• Services to be given to the student
  • Timeline of services (start date, end date, frequency, etc.)
  • Environmental accommodations.
  • Modifications to the learning path.
  • How the child will participate in standardized testing.
  • Inclusion in general education classes and
  • Transition services (for students 16 and older).
  • How the student will participate in the general education setting, and if not, why the student is being excluded, and the plan to maximize their time with non-disabled peers.

Should any of the required sections of your child’s IEP be missing, or if you think the goals and services detailed in your child’s IEP are insufficient, it is imperative that you speak to an education attorney as soon as possible to ensure that your child is receiving a Free Appropriate Public Education (FAPE).

Who is Eligible for an IEP?

To be eligible for an Individualized Education Plan, a student must fall into at least one of the thirteen disability categories listed in the IDEA. These thirteen categories are as follows:

  1. Specific Learning Disability (SLD)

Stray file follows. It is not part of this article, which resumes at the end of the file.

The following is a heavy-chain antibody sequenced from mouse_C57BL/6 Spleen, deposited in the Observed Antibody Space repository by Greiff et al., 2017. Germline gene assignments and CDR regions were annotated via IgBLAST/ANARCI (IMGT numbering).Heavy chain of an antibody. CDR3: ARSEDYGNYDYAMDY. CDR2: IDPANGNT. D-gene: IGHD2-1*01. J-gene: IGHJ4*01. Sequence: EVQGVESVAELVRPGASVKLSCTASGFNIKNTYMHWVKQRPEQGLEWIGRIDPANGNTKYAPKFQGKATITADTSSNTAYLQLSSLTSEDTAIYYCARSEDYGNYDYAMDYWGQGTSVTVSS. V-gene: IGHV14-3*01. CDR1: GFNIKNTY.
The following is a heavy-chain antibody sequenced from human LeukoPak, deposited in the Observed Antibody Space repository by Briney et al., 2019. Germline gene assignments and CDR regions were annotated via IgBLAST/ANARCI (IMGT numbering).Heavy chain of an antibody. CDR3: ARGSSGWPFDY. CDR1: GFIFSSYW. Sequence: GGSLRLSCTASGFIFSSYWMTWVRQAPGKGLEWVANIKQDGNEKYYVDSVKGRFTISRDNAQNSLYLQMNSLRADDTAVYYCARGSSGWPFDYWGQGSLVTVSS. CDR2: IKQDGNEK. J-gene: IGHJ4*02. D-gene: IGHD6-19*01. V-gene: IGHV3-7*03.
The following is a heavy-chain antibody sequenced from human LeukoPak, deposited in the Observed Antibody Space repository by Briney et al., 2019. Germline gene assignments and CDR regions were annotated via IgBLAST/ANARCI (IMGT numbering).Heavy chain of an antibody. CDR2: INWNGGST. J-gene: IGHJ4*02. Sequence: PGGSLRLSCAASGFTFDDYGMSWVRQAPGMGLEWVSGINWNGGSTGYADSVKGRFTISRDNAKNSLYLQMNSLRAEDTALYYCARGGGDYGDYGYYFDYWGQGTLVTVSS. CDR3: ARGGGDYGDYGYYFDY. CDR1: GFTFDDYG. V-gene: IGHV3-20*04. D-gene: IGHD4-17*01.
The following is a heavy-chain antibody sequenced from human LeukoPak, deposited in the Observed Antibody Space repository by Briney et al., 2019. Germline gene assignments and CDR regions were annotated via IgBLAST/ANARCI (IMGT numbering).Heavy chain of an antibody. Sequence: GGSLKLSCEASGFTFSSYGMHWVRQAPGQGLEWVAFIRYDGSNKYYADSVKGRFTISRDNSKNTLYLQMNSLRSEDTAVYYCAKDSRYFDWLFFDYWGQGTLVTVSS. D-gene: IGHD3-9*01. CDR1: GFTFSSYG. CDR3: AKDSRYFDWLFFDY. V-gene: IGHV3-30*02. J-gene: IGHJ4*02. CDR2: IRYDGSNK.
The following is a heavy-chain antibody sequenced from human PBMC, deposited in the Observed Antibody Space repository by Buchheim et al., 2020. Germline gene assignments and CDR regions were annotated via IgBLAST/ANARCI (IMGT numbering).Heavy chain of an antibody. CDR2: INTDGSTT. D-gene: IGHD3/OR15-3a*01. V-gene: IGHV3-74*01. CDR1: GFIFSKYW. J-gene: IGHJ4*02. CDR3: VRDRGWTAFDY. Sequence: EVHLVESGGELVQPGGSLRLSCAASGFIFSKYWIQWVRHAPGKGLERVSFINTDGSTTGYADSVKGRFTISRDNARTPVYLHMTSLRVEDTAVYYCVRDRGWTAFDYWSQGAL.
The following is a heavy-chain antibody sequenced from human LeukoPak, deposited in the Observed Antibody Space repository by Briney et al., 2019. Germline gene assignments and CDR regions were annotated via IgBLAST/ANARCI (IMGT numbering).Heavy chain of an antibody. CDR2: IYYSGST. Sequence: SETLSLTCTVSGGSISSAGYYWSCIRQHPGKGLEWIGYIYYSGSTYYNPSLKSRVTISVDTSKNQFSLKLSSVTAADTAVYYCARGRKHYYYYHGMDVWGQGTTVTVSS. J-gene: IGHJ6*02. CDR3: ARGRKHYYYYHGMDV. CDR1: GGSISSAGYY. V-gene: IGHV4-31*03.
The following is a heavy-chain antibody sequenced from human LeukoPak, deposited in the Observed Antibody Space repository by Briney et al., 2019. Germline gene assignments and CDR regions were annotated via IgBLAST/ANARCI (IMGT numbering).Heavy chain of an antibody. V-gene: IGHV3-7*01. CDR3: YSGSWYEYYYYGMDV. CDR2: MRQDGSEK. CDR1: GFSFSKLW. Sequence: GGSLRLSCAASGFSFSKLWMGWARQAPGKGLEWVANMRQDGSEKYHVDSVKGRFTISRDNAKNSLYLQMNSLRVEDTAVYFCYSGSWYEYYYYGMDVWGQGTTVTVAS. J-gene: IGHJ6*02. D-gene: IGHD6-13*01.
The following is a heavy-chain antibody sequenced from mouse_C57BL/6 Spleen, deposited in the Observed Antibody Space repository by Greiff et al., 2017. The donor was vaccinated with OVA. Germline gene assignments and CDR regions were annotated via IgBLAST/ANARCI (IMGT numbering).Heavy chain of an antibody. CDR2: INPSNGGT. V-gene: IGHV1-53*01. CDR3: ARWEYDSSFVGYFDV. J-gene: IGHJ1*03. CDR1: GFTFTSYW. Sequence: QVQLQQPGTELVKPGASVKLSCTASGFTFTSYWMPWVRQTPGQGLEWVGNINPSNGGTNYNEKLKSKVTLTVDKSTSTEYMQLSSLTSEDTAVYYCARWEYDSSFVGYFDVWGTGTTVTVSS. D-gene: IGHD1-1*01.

• Conditions that affect a child’s ability to read, write, listen, or speak, such as dyslexia.
  2. Other Health Impairment
    • Conditions that limit a child’s alertness, strength, or energy, such as ADHD.
  3. Autism Spectrum Disorder (ASD)
    • A developmental disability that affects how a child communicates and learns.
  4. Emotional Disturbance
    • Conditions related to mental health include bipolar disorder, anxiety disorder, obsessive-compulsive disorder (OCD) and more.
  5. Speech or Language Impairment
    • Conditions related to the processing of speech, such as stuttering or issues verbally expressing oneself.
  6. Visual Impairment, including Blindness
    • Any loss of vision that cannot be corrected with eyewear.
  7. Deafness
    • Total loss of hearing, which cannot be corrected with hearing aids.
  8. Hearing Impairment
    • Any loss of hearing that is not considered deafness.
  9. Deaf-blindness
    1. A condition resulting from severe hearing and vision loss.
  10. Orthopedic Impairment
    • A condition in which there is a lack of function in a person’s body, such as cerebral palsy.
  11. Intellectual Disability
    • Characterized by the presence of below-average intellectual abilities.
  12. Traumatic Brain Injury
    • A brain injury caused by an accident or severe force